Loving Strangers

Loving Strangers

First Short-term Mission Trip

Seven months ago, God placed a calling in my heart to go on a mission trip. This seemed strange because I have never been interested in missions abroad and I am more of a “local missions” kind of person.

I am part of a church that supports missionaries abroad and has a missions pastor on staff who has all the logistics down to a science. Some of my team members for my first short-term mission trip had traveled overseas for missions before and our team leader had previously served alongside the OMS team in Budapest who do Summer English Camp (SEC) every summer. Even though, logistically speaking, all seemed to be taken care of, I was unsure of what to expect, what my purpose was and the reason(s) for my involvement.

From the time I left the comfort of my home to the time camp started, everything was running as scheduled. I was pretty impressed with how the OMS team in Hungary greeted us and planned orientation days to give us a little taste of what camp would be like.

Sunday came and students started to arrive. I noticed many of them greet and hug each other with joy, as they had not seen each other since the last time they were at camp together. I saw students run with smiling faces to say hi to staff members and I got the feeling that this was going to be a good week!

Obedience + faith = Kingdom work

After some arguing back and forth with God about this mission trip, I knew that it was His will for me to go. I got moving with all the work that comes with fundraising. The funny thing about faith is that, it sometimes goes against everything that makes sense. My systematic/logistic brain often tries to overpower the child-like faith in my heart.

Another interesting fact about faith is that it has no social, age, ethnic or geographic boundaries. I witnessed the faith and confidence the Hungary team has that this camp serves a purpose way beyond learning English and having fun. I had never experienced this strong sense of calling that literally drives them to break language and cultural barriers for the sake of sharing the Gospel. I started to think: what if we all had the same sense of calling? What if everyone in the world felt just as strongly about reaching out to others with the sole purpose of showing them Christ-like love without a personal agenda? If we did, the world would be a different place.

Two days was all I needed to break the “stranger danger” barriers with six amazing young ladies that were hand-selected by God to form SEC group seven. As we shared personal experiences, family dynamics, school accomplishments and struggles, we realized that we have more in common than we ever thought possible.

I have a jar full of insecurities and life failures the enemy often pulls out to try telling me that as a single mom and a person who grew up in a broken home, I am not good enough to speak life or hope into the future of other young ladies. Not today devil—not today. As it turns out, the fact that I grew up with divorced parents was the door that opened a conversation with one girl. Being single lead to a conversation with another girl about “waiting for the person who shares your vision for the future.” Not only did we connect about things in life that break our spirits, but also things in life that can physically break our fingers, as one of the girls and I have the same broken pinky.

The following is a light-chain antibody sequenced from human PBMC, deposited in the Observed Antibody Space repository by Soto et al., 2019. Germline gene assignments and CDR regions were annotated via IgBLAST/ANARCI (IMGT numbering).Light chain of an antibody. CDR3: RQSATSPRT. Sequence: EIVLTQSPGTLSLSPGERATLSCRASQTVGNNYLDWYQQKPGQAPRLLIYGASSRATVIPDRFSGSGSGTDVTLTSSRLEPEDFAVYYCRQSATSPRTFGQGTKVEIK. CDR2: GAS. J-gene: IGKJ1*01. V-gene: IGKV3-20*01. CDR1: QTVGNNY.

If we have faith in God that He will do what He does best, we will find that the very same things that had the power to break us have the power to help us point others to Christ.

Word for the year: Love

As I conversed with the camp directors and heard their camp stories and their vision, I concluded that they don’t really see their lives as “giving something up.” Rather, they see their lives as a “putting something in.” At first, I admired the courage they had to take their family overseas regardless of how difficult it may be. But then, I realized that it isn’t about being courageous; it is all about love. I asked almost every OMS team member why they are in Hungary and interestingly enough, they all said something very similar. Bottom line: they are there to help others experience the unconditional love of Christ. Let me ask you: would you leave it all behind to love those you haven’t met?

Last December, my dear friend and mentor asked me to pick a word for the year, and without much thinking, I felt in my heart the word was “love.” I do consider myself to be a loving person—loving well after I’ve made sure and have enough proof that is it safe to love someone. Well, how safe is it to love people I’ve just met? I have been praying God gives me a heart for his people. I am guessing He hears my prayers because I connected with one of the missionaries while she took me on an afternoon run in Budapest and I know I have love for her. I love all six girls in group seven. I wouldn’t hesitate to go through hours of airplane anxiety to get back to camp and see them again. There is no ocean I wouldn’t swim, no mountain I wouldn’t climb to pray with them and remind them that Christ loves them so much He gave His life for them. Would you leave it all behind to love those you haven’t met?

– By Esme Graff, OMS Hungary Volunteer

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